The Painter and his companion sat in the small room awaiting the arrival of the old man. The summer heat seemed to congeal in the air. Dusty shafts of sunlight peeked through minute gaps in the heavy curtains over the windows.
"I still don't like it!" said the Painter. He gazed at the rough table. "It goes against my sensibilities. I may refuse to complete the frieze." The companion looked up at this, and a slight frown fled across his aged countenance like a flurry of grey snow.
"You can't quit." the man said, his native Sicilian accent laying heavy
on his thick lips.
"You can't... the contract..."
The Painter stood up suddenly, knocking over his chair. He slapped both hands on the table in a fit of fury. "It's blasphemy! It's wrong! It's... it's... obscene! Wrong! I don't give a damn about the contract! I... "The heavy oak door eased open and a frail old man peered in. Tight-lipped, the Painter bent over, picked up the chair, and seated himself. The old man walked slowly to the table. He laid a small gilt portfolio on the scarred tabletop. He took off his small round red cap and laid it beside the leather folder.
"Gentlemen," the old man whispered. His voice like the faint susurrus of wind in a bell tower. "This is the paper." He opened the case and withdrew a manuscript crumbled at the edges, filled with spiky writing. It smelled faintly of sand and sun. It had thirteen carefully executed profiles of bearded men drawn in ink gone faint with time. Each profile bore an inscription, the Greek letters neat and small. The old man rasped, "This was found at the Holy City in the desert. These are the faces you will use. Only..." At this, the old man looked intently at the Painter. His heavy gold ring flashed in the smoky candlelight, the ruby reflecting bloody flames as he tapped the ancient manuscript. "These two you will change... If you wish to paint again" The Painter looked away.
The first picture was of a man, apparently of Mediterranean extraction. He had a large nose, a patchy beard and mustache and a definite overbite. He also appeared to have a prominent wart on his chin.
The last picture was of a handsome, faintly angelic man. His hair was straight and long, he had a strong nose and a gentle mouth. His light skin was smooth, without blemish. He seemed perfect, where the first picture almost seemed to be that of an idiot.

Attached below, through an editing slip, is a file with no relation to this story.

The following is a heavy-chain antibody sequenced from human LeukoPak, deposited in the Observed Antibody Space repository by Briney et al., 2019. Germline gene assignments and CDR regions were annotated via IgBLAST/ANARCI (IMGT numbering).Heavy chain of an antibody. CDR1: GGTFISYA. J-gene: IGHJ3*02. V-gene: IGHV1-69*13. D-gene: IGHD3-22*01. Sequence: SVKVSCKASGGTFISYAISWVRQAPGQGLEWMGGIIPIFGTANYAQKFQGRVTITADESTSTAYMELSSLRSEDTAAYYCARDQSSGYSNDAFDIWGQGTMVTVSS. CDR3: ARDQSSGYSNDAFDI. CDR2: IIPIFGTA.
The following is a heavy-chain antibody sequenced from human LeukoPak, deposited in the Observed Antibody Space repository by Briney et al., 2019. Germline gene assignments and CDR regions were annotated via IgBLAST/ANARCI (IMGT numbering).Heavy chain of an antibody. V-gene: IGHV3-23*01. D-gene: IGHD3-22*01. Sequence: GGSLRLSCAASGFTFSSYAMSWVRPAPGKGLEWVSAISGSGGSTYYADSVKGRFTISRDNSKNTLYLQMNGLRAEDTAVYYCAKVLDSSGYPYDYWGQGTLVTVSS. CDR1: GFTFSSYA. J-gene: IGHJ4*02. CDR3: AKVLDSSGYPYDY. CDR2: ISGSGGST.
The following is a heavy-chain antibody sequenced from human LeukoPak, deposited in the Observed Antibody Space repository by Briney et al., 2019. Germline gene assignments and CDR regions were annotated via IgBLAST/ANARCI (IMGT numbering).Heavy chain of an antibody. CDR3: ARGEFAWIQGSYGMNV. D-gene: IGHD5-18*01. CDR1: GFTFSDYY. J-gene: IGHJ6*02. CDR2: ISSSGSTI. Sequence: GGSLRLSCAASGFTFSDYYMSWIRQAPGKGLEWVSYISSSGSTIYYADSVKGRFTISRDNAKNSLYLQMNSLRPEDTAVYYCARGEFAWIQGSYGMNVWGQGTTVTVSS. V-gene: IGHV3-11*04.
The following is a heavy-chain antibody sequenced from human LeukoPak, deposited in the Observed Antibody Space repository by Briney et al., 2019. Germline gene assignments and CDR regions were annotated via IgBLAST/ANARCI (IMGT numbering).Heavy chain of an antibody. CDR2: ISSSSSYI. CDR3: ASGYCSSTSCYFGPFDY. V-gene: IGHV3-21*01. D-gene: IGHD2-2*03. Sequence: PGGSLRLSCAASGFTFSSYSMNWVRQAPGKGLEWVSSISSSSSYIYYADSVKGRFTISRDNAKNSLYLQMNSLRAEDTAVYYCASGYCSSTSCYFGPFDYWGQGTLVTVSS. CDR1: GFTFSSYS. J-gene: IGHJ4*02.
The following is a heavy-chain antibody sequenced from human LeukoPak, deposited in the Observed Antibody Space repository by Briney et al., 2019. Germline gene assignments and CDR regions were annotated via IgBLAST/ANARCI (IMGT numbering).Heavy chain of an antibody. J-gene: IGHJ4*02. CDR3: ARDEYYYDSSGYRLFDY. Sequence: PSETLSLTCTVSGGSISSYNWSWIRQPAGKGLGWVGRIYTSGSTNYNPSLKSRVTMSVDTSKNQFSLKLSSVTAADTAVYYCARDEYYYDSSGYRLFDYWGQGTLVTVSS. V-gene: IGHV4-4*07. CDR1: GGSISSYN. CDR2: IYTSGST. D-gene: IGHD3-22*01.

"Very well," the Painter said tonelessly. He had studied the faces, read the Greek inscriptions beneath each. "Very well. I shall paint the faces... as you direct ,Father" The old man nodded.
"Good, my son... A wise choice, a very wise choice indeed" the old man sighed. He took the aged piece of papyrus and eyed it. "No one wants the Messiah to look like that. That is the face of a traitor" The old man held the manuscript in the flame of the candle. His mouth made a small smile. Dry as bones, The paper burned quickly and brightly. The painter's companion made a noise in his throat.
Slowly, the old man picked up his small red hat and placed it on his head. "God be with you." He left quickly and quietly. "You heard his Holiness." The companion said. "You had better get to work" The painter grunted and looked at the pile of ashes on the table. The companion smirked slightly, then turned to leave. "Hurry up." he said as he exited the small room. Leonardo the painter turned to his folio of sketches of the inside of the roomy chapel rectory he had been commissioned to paint. He bit his lip in concentration and anger while staring at the faces in his mind. A sad, sad day it was when Leonardo daVinci protected old men in red caps by exchanging a handsome Judas for an ugly Christ in the Last Supper. Taking a blank sheet from his satchel, the painter began to map out his painting.
"If Man scorns Nature, so you think he would care about Words?" �- Thomas Moore, Utopia